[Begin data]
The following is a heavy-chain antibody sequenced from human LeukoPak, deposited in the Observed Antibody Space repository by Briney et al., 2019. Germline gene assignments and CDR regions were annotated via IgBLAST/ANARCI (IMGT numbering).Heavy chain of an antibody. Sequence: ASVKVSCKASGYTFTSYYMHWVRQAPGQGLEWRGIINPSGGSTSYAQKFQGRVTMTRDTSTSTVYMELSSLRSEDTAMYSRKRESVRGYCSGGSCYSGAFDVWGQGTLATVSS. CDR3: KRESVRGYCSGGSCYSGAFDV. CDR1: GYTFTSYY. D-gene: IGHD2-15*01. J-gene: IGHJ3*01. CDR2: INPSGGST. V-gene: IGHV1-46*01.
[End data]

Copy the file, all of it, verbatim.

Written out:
The following is a heavy-chain antibody sequenced from human LeukoPak, deposited in the Observed Antibody Space repository by Briney et al., 2019. Germline gene assignments and CDR regions were annotated via IgBLAST/ANARCI (IMGT numbering).Heavy chain of an antibody. Sequence: ASVKVSCKASGYTFTSYYMHWVRQAPGQGLEWRGIINPSGGSTSYAQKFQGRVTMTRDTSTSTVYMELSSLRSEDTAMYSRKRESVRGYCSGGSCYSGAFDVWGQGTLATVSS. CDR3: KRESVRGYCSGGSCYSGAFDV. CDR1: GYTFTSYY. D-gene: IGHD2-15*01. J-gene: IGHJ3*01. CDR2: INPSGGST. V-gene: IGHV1-46*01.